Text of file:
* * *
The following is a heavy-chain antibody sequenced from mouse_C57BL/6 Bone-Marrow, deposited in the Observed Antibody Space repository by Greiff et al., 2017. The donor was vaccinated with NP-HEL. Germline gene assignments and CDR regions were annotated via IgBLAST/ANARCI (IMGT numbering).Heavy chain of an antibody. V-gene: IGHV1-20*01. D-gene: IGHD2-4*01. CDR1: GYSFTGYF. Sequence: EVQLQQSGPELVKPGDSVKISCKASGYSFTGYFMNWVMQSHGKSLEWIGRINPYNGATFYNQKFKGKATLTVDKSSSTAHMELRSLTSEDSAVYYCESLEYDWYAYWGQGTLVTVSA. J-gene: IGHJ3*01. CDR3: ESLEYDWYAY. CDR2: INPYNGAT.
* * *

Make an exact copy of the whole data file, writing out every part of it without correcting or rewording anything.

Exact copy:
The following is a heavy-chain antibody sequenced from mouse_C57BL/6 Bone-Marrow, deposited in the Observed Antibody Space repository by Greiff et al., 2017. The donor was vaccinated with NP-HEL. Germline gene assignments and CDR regions were annotated via IgBLAST/ANARCI (IMGT numbering).Heavy chain of an antibody. V-gene: IGHV1-20*01. D-gene: IGHD2-4*01. CDR1: GYSFTGYF. Sequence: EVQLQQSGPELVKPGDSVKISCKASGYSFTGYFMNWVMQSHGKSLEWIGRINPYNGATFYNQKFKGKATLTVDKSSSTAHMELRSLTSEDSAVYYCESLEYDWYAYWGQGTLVTVSA. J-gene: IGHJ3*01. CDR3: ESLEYDWYAY. CDR2: INPYNGAT.